North African/Maghreb Dance: The cornerstone of Amazigh, Andalusian, and Arabized Movement - An article written especially for ZeoT Zürich by Esraa Warda, who will be giving an exclusive North African dance weekend with us October 27th & 28th 2018.
“Oriental Dance”,“Raqs Sharqi”, or “Belly Dance” has very little to do with the Maghreb or North Africa (sans Egypt). Often North Africa is lumped into the acronym “MENA” - meaning “Middle East and North Africa” because of the commonly believed notion that there is a so-called “Arab world” accompanied with a unanimous understanding of an unified Arab identity and corresponding dance culture. This is a misconception! Dancers interested in learning about Northern African/Maghrebin dance should understand a few basic concepts in order to enjoy the diversity and nuance.
What is North Africa and the Maghreb? What's the difference between these 2 terms, which countries do these terms include, and which term should I use?
Some scholars, dance educators, and I myself prefer to use the term “North Africa” when referring to countries in Northern Africa that have a 1) a relationship to the Amazigh (Berber) identity 2) may speak a unique “Africanized-Euro-Amazigh” dialect of Arabic AND/OR 3) are in the Northern region of Africa with a relation to the Sahara desert. It is difficult to create exact rules, definitions, and borders of what is considered “North Africa” because it can be exclusionary and limiting. However, there is a sort of working definition that North Africa includes Morocco, Algeria, Tunisia, Libya, Mauritania, Western Sahara, Egypt, Northern parts of Mali and Niger (because of their Touareg population), and arguably Sudan.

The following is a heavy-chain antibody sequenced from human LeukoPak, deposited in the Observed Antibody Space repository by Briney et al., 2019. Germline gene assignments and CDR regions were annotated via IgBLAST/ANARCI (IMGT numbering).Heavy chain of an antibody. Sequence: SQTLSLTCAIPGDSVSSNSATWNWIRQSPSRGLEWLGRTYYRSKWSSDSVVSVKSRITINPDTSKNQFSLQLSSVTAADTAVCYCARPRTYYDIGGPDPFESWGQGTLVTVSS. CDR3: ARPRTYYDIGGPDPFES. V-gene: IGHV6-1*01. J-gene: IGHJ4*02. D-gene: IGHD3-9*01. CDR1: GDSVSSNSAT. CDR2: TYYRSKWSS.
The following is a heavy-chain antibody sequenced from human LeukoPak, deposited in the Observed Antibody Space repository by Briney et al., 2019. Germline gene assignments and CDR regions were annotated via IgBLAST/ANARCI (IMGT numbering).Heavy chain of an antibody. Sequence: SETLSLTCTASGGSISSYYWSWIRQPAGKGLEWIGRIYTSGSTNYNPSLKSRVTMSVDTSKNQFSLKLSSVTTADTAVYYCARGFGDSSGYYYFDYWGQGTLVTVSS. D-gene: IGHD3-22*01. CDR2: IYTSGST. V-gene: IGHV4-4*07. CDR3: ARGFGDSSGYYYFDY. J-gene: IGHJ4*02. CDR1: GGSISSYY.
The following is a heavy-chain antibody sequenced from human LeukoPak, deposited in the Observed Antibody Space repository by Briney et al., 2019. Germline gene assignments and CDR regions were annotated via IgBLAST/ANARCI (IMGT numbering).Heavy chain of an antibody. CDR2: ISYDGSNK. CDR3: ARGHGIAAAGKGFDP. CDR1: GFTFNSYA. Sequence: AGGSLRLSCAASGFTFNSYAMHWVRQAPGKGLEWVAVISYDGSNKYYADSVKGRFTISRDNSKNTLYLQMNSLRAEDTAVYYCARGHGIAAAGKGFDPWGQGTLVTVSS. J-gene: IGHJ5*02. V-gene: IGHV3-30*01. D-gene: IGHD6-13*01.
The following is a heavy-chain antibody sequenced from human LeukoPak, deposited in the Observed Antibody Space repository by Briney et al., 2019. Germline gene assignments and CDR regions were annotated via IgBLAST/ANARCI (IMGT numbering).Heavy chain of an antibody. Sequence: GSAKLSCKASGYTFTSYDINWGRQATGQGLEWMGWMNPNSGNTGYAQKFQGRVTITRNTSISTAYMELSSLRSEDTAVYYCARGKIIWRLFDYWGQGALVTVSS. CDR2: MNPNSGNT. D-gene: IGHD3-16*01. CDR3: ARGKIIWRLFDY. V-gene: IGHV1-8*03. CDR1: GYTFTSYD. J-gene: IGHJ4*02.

The Maghreb refers to more specific countries within North Africa that are directly Arabized countries with similar cultures/history/language which are Morocco, Algeria, Tunisia, Libya, Western Sahara, and Mauritania. In Arabic, Maghreb refers to “Where the sun sets” or “the West” . This name was given from the Arabs native to the Middle East and is from the Eastern perspective to refer to the Western extension of “Arab” people on the African continent. Egypt is not considered a part of the “Maghrebin” consciousness and is rather considered a cornerstone of modern and mainstream Arabic culture (this is a discussion for another article!). In the Middle East, Maghreb is used in “Maghreb Al-Araby” (the Arab Maghreb), but North Africans within the region often use the word Maghreb to refer to Morocco (given it is the Westernmost part of North Africa).
In my own personal, professional, and academic opinion - I prefer to use the word North Africa. I feel the word Maghreb functions within the the lens of an imposed Arab identity and label, given it is a descriptor from the perspective of “the East”. North Africa highlights our African identity and is more inclusive to those who don’t want to identity under an Arabic title.